Rob M. van Dam, MSc; Eric B. Rimm, ScD; Walter C. Willett, MD; Meir J. Stampfer, MD; Frank B. Hu, MD
Grant Support: By CA 55075 and HL 35464 from the U.S. National Institutes of Health. Dr. Hu was supported in part by a Research Award from the American Diabetes Association.
Requests for Single Reprints: Frank B. Hu, MD, Department of Nutrition, Harvard School of Public Health, 665 Huntington Avenue, Boston, MA 02115; e-mail, email@example.com.
Current Author Addresses: Mr. Van Dam: Department of Chronic Diseases Epidemiology, National Institute for Public Health and the Environment, Box 1, 3720 BA Bilthoven, the Netherlands.
Drs. Rimm, Willett, Hu, and Stampfer: Harvard School of Public Health, 665 Huntington Avenue, Boston, MA 02115.
Author Contributions: Conception and design: R.M. van Dam, E.B. Rimm, W.C. Willett, F.B. Hu.
Analysis and interpretation of the data: R.M. van Dam, E.B. Rimm, W.C. Willett, M.J. Stampfer, F.B. Hu.
Drafting of the article: R.M. van Dam, F.B. Hu.
Critical revision of the article for important intellectual content: R.M. van Dam, E.B. Rimm, W.C. Willett, M.J. Stampfer, F.B. Hu.
Final approval of the article: R.M. van Dam, E.B. Rimm, W.C. Willett, M.J. Stampfer, F.B. Hu.
Provision of study materials or patients: W.C. Willett.
Statistical expertise: R.M. van Dam, W.C. Willett, F.B. Hu.
Obtaining of funding: E.B. Rimm, W.C. Willett, F.B. Hu.
Administrative, technical, or logistic support: E.B. Rimm, W.C. Willett, F.B. Hu.
Collection and assembly of data: E.B. Rimm, W.C. Willett.
The role of diet in the development of type 2 diabetes mellitus remains unsettled.
To examine the association between major dietary patterns and risk for type 2 diabetes mellitus.
Prospective cohort study.
42 504 male health professionals, 40 to 75 years of age, without diagnosed diabetes, cardiovascular disease, or cancer at baseline.
Using factor analysis based on data from food-frequency questionnaires, we identified and validated two major dietary patterns that we labeled “prudent” (characterized by higher consumption of vegetables, fruit, fish, poultry and whole grains) and “western” (characterized by higher consumption of red meat, processed meat, French fries, high-fat dairy products, refined grains, and sweets and desserts). Relative risks and 95% CIs were adjusted for potential confounders, including body mass index (BMI), physical activity, and cigarette smoking.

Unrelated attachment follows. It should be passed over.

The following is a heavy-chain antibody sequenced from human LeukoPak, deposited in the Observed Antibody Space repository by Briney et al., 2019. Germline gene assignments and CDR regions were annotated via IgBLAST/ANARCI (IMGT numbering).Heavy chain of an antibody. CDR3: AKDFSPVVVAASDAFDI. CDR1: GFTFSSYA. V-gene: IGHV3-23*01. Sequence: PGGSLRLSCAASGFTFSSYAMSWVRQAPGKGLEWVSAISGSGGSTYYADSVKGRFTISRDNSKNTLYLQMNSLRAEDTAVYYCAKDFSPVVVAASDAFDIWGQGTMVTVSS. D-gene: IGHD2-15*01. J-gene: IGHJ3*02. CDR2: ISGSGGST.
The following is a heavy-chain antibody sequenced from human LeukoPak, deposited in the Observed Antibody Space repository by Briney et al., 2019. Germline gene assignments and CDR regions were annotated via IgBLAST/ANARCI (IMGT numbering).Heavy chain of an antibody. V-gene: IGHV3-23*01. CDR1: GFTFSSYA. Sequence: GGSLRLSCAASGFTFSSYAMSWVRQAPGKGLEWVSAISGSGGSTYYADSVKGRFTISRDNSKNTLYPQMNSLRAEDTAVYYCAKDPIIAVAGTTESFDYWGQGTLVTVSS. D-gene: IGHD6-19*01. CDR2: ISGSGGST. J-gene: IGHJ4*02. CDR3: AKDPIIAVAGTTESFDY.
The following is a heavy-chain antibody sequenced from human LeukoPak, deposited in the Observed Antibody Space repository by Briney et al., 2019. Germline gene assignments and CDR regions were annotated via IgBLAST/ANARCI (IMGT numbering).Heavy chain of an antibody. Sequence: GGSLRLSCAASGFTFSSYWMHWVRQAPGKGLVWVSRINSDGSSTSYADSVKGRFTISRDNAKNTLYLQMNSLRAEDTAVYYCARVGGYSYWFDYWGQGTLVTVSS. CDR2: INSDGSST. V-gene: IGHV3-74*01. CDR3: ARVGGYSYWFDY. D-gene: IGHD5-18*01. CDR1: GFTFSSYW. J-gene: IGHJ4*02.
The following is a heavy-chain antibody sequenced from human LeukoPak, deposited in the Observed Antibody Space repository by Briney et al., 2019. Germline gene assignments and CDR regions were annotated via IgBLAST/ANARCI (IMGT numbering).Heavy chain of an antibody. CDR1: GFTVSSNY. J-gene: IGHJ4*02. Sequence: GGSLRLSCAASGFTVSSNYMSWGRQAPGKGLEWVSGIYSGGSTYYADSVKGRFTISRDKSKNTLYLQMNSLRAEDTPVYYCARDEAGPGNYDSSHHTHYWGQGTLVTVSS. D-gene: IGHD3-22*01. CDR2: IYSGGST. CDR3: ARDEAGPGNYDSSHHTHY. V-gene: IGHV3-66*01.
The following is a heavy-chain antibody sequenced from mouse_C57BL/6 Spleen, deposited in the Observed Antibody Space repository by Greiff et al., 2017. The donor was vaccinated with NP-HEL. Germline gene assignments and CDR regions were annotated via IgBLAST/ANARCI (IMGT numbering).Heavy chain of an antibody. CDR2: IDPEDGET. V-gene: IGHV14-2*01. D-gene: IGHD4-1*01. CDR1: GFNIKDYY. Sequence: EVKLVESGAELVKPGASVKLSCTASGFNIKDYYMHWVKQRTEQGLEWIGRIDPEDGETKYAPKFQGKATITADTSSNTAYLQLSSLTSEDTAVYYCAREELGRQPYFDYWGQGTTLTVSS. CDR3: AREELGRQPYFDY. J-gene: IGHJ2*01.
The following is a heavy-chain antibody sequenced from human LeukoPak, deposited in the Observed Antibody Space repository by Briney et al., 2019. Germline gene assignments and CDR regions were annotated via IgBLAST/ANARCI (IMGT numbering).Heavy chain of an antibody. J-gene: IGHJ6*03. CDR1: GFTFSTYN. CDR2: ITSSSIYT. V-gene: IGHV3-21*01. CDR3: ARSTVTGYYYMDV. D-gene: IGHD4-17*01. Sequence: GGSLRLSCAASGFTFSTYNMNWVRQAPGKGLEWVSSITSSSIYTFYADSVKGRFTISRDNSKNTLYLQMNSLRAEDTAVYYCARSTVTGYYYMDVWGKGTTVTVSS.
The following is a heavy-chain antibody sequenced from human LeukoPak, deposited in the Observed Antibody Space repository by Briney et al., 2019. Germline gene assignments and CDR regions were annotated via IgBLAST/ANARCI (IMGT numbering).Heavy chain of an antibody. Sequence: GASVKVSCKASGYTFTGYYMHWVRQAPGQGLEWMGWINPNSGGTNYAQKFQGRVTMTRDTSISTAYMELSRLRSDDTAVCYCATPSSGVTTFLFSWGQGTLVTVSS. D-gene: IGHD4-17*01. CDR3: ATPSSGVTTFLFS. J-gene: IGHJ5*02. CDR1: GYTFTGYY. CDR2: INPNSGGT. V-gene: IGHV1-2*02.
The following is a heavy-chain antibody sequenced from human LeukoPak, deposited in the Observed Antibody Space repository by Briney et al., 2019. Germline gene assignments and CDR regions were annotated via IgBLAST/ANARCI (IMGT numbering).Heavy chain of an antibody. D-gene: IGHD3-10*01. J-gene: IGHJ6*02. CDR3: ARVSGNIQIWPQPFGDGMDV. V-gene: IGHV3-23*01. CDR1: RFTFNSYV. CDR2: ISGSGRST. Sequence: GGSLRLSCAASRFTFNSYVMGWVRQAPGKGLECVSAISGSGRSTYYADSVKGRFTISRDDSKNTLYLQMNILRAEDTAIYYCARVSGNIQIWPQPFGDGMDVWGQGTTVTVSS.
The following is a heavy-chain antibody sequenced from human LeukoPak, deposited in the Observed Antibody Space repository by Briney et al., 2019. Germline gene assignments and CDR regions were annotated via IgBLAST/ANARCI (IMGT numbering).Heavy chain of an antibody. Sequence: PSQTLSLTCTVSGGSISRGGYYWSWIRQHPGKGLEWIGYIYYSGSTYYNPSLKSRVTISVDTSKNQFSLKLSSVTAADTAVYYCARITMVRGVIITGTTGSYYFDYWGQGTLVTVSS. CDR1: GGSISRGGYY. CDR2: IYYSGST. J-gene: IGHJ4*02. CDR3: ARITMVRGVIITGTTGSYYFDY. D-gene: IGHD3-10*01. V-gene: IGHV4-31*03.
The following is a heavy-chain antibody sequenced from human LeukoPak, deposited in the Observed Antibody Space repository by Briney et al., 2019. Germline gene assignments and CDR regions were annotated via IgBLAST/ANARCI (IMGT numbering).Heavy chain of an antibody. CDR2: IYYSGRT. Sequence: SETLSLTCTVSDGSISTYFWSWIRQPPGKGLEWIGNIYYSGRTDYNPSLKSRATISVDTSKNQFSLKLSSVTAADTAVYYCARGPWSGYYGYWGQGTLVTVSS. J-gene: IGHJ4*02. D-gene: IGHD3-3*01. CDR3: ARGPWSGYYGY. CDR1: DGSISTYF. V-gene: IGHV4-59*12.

During 12 years of follow-up (466 508 person-years), we documented 1321 cases of type 2 diabetes. The prudent dietary pattern score was associated with a modestly lower risk for type 2 diabetes (relative risk for extreme quintiles, 0.84 [CI, 0.70 to 1.00]). In contrast, the western dietary pattern score was associated with an increased risk for type 2 diabetes (relative risk, 1.59 [CI, 1.32 to 1.93]; P < 0.001 for trend). A high score for the western dietary pattern combined with low physical activity (relative risk comparing extreme quintiles of dietary pattern score and physical activity, 1.96 [CI, 1.35 to 2.84]) or obesity (relative risk for BMI ≥ 30 kg/m2 vs. <25 kg/m2, 11.2 [CI, 8.07 to 15.6]) was associated with a particularly high risk for type 2 diabetes.
Our findings suggest that a western dietary pattern is associated with a substantially increased risk for type 2 diabetes in men.
van Dam RM, Rimm EB, Willett WC, et al. Dietary Patterns and Risk for Type 2 Diabetes Mellitus in U.S. Men. Ann Intern Med. 2002;136:201–209. doi: 10.7326/0003-4819-136-3-200202050-00008
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Published: Ann Intern Med. 2002;136(3):201-209.
Cardiology, Coronary Risk Factors, Diabetes, Endocrine and Metabolism.
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